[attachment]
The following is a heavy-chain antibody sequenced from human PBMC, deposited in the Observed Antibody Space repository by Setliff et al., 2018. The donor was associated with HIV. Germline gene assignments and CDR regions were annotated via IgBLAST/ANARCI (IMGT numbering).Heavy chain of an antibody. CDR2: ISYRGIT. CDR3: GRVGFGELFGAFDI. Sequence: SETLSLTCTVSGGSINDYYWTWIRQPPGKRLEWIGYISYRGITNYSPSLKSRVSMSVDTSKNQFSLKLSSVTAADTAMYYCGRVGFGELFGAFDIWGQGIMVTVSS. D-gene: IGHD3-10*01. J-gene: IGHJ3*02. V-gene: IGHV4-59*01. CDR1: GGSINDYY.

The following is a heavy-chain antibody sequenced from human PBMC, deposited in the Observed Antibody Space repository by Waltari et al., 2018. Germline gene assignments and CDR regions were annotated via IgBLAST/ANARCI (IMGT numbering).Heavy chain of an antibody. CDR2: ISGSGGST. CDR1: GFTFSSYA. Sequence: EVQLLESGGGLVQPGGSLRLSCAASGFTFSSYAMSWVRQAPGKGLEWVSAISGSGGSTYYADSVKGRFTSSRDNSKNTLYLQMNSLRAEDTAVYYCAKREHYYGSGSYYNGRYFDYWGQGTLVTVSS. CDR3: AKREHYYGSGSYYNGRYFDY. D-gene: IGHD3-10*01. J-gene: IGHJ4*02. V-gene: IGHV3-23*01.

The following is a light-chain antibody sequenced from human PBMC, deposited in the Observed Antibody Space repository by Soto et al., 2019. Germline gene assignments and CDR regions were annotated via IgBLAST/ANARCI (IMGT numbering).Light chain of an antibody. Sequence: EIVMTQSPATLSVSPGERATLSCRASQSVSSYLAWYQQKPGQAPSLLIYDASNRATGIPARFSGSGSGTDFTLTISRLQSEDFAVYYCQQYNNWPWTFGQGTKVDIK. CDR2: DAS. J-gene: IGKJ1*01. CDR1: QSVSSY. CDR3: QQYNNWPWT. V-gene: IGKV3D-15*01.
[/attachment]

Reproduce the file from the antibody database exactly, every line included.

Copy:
The following is a heavy-chain antibody sequenced from human PBMC, deposited in the Observed Antibody Space repository by Setliff et al., 2018. The donor was associated with HIV. Germline gene assignments and CDR regions were annotated via IgBLAST/ANARCI (IMGT numbering).Heavy chain of an antibody. CDR2: ISYRGIT. CDR3: GRVGFGELFGAFDI. Sequence: SETLSLTCTVSGGSINDYYWTWIRQPPGKRLEWIGYISYRGITNYSPSLKSRVSMSVDTSKNQFSLKLSSVTAADTAMYYCGRVGFGELFGAFDIWGQGIMVTVSS. D-gene: IGHD3-10*01. J-gene: IGHJ3*02. V-gene: IGHV4-59*01. CDR1: GGSINDYY.

The following is a heavy-chain antibody sequenced from human PBMC, deposited in the Observed Antibody Space repository by Waltari et al., 2018. Germline gene assignments and CDR regions were annotated via IgBLAST/ANARCI (IMGT numbering).Heavy chain of an antibody. CDR2: ISGSGGST. CDR1: GFTFSSYA. Sequence: EVQLLESGGGLVQPGGSLRLSCAASGFTFSSYAMSWVRQAPGKGLEWVSAISGSGGSTYYADSVKGRFTSSRDNSKNTLYLQMNSLRAEDTAVYYCAKREHYYGSGSYYNGRYFDYWGQGTLVTVSS. CDR3: AKREHYYGSGSYYNGRYFDY. D-gene: IGHD3-10*01. J-gene: IGHJ4*02. V-gene: IGHV3-23*01.

The following is a light-chain antibody sequenced from human PBMC, deposited in the Observed Antibody Space repository by Soto et al., 2019. Germline gene assignments and CDR regions were annotated via IgBLAST/ANARCI (IMGT numbering).Light chain of an antibody. Sequence: EIVMTQSPATLSVSPGERATLSCRASQSVSSYLAWYQQKPGQAPSLLIYDASNRATGIPARFSGSGSGTDFTLTISRLQSEDFAVYYCQQYNNWPWTFGQGTKVDIK. CDR2: DAS. J-gene: IGKJ1*01. CDR1: QSVSSY. CDR3: QQYNNWPWT. V-gene: IGKV3D-15*01.